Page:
Friday, 30 October 2020

Either increase or decrease the stimulation in your environment

In Western cultures, the aforementioned sun-earth relationship is one; Some beliefs seem self-evidently true to one culture but may be vigorously disputed or rejected outright in another. For example, in some cultures, belief in an afterlife is widely accepted, whereas in others, it is not. Beliefs are generally taken on faith and based on learning from parents, teachers, and other cultural authorities rather than being derived through specific personal experience. After all, if we relied only on personal experience, all but a few scientists and astronauts would believe that the sun revolves around the earth, as the vast majority of people once did. The fact that we hold these and thousands of other beliefs on faith is a perfect example of how culture helps people in a group to create a shared sense of reality. Members of a culture tend to share similar attitudes, which are preferences, likes and dislikes, and opinions about what is good and bad. Attitudes are closely linked to beliefs, but they refer more specifically to how people evaluate something as good or bad. Why not value your time more and say no to requests that aren't the best use of your time? At first, it might feel uncomfortable to say no without offering lame excuses, but I encourage you to try it out. If you find it difficult to assert yourself, this exercise will help you immensely. If you struggle to say no, an effective way to work on your assertiveness is to use role play. Role-playing has been shown to be effective in many different fields, especially sales. Anything you practice saying by yourself--or better, with someone else--becomes easier to say in real life. To practice, envision a specific situation when you want to say no. Perhaps it is when one of your colleagues ask you for a favor. Or perhaps it is when a friend wants you to attend a party. Now, imagine what you would say in this specific situation. When there, he then has them create an affirmation to support this vision. Once his clients have developed a firm vision of their success, Charles instructs them to purchase a package of at least five hundred toothpicks.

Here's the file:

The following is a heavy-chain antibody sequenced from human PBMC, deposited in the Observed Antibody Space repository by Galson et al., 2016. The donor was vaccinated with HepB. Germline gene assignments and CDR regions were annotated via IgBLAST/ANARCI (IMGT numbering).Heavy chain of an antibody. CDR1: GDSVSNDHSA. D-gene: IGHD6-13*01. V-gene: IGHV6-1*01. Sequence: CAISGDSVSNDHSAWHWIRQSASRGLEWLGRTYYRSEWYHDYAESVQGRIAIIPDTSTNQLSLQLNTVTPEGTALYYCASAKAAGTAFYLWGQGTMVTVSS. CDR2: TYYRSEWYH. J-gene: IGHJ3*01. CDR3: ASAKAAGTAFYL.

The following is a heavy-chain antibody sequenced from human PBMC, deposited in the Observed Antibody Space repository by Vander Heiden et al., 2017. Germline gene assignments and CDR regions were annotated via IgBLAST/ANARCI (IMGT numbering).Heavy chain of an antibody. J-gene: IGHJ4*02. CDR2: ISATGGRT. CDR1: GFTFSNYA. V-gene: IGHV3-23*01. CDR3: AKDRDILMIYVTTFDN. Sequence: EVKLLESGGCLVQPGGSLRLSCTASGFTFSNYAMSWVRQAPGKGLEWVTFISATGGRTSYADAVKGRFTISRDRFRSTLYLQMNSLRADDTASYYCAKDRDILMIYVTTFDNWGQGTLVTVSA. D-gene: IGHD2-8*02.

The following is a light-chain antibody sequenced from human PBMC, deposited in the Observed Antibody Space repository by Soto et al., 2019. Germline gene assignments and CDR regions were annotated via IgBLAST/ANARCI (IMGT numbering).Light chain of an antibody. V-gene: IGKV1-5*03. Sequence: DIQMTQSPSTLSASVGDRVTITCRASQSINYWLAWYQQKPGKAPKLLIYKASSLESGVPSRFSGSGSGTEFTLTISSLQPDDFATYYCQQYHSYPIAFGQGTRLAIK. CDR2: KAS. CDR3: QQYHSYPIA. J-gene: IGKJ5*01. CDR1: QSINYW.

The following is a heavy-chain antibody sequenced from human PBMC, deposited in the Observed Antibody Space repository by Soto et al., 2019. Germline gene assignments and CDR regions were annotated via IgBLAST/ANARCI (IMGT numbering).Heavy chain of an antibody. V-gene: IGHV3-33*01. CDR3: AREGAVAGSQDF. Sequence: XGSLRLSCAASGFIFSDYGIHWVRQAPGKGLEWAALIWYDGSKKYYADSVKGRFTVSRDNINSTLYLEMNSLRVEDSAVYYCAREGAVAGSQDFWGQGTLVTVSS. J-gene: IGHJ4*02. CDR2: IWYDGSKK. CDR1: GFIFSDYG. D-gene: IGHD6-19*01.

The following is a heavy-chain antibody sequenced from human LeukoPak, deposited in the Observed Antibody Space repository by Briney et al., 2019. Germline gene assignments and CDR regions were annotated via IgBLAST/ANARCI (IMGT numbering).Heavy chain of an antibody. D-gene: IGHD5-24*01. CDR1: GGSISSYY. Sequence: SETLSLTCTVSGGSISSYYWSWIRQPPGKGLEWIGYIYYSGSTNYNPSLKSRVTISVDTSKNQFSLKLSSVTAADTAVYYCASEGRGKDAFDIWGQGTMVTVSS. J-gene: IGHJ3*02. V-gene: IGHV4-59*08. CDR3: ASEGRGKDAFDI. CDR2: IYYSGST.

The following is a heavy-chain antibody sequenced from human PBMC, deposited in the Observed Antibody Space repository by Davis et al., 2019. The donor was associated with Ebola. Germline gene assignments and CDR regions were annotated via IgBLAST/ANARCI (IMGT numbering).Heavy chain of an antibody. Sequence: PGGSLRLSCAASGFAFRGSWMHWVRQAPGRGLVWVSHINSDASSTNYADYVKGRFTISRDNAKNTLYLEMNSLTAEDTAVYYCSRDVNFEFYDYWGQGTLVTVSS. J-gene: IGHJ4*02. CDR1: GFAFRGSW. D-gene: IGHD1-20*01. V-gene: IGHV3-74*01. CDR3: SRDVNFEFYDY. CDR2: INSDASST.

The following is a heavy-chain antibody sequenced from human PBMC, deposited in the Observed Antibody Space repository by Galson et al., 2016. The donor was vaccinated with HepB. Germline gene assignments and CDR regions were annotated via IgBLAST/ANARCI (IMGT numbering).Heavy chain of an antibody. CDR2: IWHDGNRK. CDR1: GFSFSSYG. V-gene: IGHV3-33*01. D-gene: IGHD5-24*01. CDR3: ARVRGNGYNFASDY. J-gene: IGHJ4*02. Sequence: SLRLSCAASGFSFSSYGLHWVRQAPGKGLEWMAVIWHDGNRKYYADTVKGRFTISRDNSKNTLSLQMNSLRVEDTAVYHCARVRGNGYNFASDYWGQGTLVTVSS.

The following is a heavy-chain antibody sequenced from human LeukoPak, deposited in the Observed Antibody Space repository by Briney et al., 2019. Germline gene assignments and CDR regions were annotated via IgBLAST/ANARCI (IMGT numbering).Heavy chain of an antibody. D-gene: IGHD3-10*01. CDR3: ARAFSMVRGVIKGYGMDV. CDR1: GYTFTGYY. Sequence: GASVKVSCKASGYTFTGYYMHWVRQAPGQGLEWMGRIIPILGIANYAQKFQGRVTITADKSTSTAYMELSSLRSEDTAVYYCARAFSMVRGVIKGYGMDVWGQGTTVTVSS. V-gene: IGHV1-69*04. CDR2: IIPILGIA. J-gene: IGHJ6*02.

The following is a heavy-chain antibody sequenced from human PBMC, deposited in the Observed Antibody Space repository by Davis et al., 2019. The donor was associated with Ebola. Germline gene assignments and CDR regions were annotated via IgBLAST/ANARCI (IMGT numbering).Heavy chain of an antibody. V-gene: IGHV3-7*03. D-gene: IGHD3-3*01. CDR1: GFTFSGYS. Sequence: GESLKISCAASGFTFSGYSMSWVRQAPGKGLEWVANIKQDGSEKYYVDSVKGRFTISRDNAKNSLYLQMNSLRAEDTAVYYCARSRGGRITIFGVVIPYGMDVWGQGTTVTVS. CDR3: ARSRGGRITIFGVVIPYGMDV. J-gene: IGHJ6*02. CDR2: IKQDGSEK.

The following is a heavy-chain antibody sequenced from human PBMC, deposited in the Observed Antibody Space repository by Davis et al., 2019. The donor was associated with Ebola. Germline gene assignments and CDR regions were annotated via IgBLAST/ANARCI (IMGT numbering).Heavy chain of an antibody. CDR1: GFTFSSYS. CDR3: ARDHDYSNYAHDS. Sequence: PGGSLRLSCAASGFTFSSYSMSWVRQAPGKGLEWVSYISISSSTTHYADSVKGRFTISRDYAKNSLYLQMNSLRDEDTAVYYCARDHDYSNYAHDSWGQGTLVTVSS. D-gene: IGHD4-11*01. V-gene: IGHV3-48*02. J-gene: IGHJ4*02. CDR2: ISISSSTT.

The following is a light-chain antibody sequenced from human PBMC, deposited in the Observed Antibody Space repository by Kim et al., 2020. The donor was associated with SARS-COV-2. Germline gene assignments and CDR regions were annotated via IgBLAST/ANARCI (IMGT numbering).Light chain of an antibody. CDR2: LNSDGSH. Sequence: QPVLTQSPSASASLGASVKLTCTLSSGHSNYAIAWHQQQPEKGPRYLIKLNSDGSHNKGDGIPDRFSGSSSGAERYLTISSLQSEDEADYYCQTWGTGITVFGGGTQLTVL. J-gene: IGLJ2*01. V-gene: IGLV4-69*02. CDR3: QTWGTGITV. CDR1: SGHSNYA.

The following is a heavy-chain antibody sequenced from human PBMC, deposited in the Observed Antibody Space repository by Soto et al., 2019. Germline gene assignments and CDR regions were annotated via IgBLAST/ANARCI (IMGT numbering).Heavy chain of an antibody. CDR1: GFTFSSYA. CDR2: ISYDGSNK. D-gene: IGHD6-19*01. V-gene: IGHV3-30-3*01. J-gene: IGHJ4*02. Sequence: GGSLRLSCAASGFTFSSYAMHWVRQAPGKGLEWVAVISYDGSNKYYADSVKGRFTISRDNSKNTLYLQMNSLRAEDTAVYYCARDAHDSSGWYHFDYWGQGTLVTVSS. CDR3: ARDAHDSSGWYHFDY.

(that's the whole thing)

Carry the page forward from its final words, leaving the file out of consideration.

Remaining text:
The clients then use these toothpicks by shifting them one at a time from one pocket to another while repeating their affirmation and visualizing their fitness goal. When a client has gone through one whole package, he has them repeat the process one more time. Charles has learned from experience that it takes one thousand reps to set the vision firmly in the client's mind. Retraining your mind ensures that you use your power wisely. To determine the quality of your thoughts you need only pay attention to your emotions. Your feelings always follow your thought patterns. For example, I've learned to stop and ask myself the following question the moment I feel a sense of disharmony: Does this way of thinking serve me? For example, a group of people may share the belief that abortion is legal in the United States, but their attitude toward the legalization of abortion could be favorable or unfavorable. A culture's values reflect its members' guiding principles and shared goals. Although cultures differ in their values, Shalom Schwartz and colleagues (eg, Schwartz, 1992) have shown that cultures around the world recognize 10 core values (TABLE 2. These values can be viewed as stemming from the two basic motivational orientations mentioned earlier in this article: security and growth. The values security, tradition, conformity, benevolence, and universalism reflect a desire to sustain safety, order, harmony, meaning, connection, and approval. In contrast, the values self-direction, stimulation, hedonism, achievement, and power involve freedom, choice, excitement, enjoyment, accomplishment, and influence over others. Benevolence. Preserving and enhancing the welfare of those with whom one is in frequent personal contact; Self-direction. Independent thought and action; See yourself actually saying it. Practice saying it out loud.